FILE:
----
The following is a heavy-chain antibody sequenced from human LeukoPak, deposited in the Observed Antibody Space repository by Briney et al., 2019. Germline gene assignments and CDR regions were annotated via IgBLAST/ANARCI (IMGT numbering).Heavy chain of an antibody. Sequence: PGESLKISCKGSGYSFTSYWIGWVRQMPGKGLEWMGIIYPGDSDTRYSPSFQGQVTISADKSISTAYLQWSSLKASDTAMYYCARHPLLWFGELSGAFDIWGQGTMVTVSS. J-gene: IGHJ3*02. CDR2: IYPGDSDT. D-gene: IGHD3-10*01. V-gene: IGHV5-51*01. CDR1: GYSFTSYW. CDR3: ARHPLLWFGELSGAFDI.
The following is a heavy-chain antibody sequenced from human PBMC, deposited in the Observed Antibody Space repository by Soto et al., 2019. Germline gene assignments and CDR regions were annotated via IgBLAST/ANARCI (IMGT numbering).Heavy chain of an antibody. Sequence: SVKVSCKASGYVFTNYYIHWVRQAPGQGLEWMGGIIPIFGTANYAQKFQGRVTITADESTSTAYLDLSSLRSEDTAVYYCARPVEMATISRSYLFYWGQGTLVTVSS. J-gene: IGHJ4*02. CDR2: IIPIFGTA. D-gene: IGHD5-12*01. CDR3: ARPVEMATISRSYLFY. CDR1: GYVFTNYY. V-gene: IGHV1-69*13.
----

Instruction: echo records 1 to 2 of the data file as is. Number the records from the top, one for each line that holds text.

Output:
The following is a heavy-chain antibody sequenced from human LeukoPak, deposited in the Observed Antibody Space repository by Briney et al., 2019. Germline gene assignments and CDR regions were annotated via IgBLAST/ANARCI (IMGT numbering).Heavy chain of an antibody. Sequence: PGESLKISCKGSGYSFTSYWIGWVRQMPGKGLEWMGIIYPGDSDTRYSPSFQGQVTISADKSISTAYLQWSSLKASDTAMYYCARHPLLWFGELSGAFDIWGQGTMVTVSS. J-gene: IGHJ3*02. CDR2: IYPGDSDT. D-gene: IGHD3-10*01. V-gene: IGHV5-51*01. CDR1: GYSFTSYW. CDR3: ARHPLLWFGELSGAFDI.
The following is a heavy-chain antibody sequenced from human PBMC, deposited in the Observed Antibody Space repository by Soto et al., 2019. Germline gene assignments and CDR regions were annotated via IgBLAST/ANARCI (IMGT numbering).Heavy chain of an antibody. Sequence: SVKVSCKASGYVFTNYYIHWVRQAPGQGLEWMGGIIPIFGTANYAQKFQGRVTITADESTSTAYLDLSSLRSEDTAVYYCARPVEMATISRSYLFYWGQGTLVTVSS. J-gene: IGHJ4*02. CDR2: IIPIFGTA. D-gene: IGHD5-12*01. CDR3: ARPVEMATISRSYLFY. CDR1: GYVFTNYY. V-gene: IGHV1-69*13.